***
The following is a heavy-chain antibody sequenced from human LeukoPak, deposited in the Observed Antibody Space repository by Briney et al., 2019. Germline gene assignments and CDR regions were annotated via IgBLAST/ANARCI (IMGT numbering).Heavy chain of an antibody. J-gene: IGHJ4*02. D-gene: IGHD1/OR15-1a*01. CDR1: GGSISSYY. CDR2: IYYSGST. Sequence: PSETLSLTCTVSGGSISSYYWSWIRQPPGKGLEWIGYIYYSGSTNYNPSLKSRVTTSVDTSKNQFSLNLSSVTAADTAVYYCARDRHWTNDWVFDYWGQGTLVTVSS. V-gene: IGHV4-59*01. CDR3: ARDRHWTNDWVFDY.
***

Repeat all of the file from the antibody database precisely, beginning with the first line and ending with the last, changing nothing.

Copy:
The following is a heavy-chain antibody sequenced from human LeukoPak, deposited in the Observed Antibody Space repository by Briney et al., 2019. Germline gene assignments and CDR regions were annotated via IgBLAST/ANARCI (IMGT numbering).Heavy chain of an antibody. J-gene: IGHJ4*02. D-gene: IGHD1/OR15-1a*01. CDR1: GGSISSYY. CDR2: IYYSGST. Sequence: PSETLSLTCTVSGGSISSYYWSWIRQPPGKGLEWIGYIYYSGSTNYNPSLKSRVTTSVDTSKNQFSLNLSSVTAADTAVYYCARDRHWTNDWVFDYWGQGTLVTVSS. V-gene: IGHV4-59*01. CDR3: ARDRHWTNDWVFDY.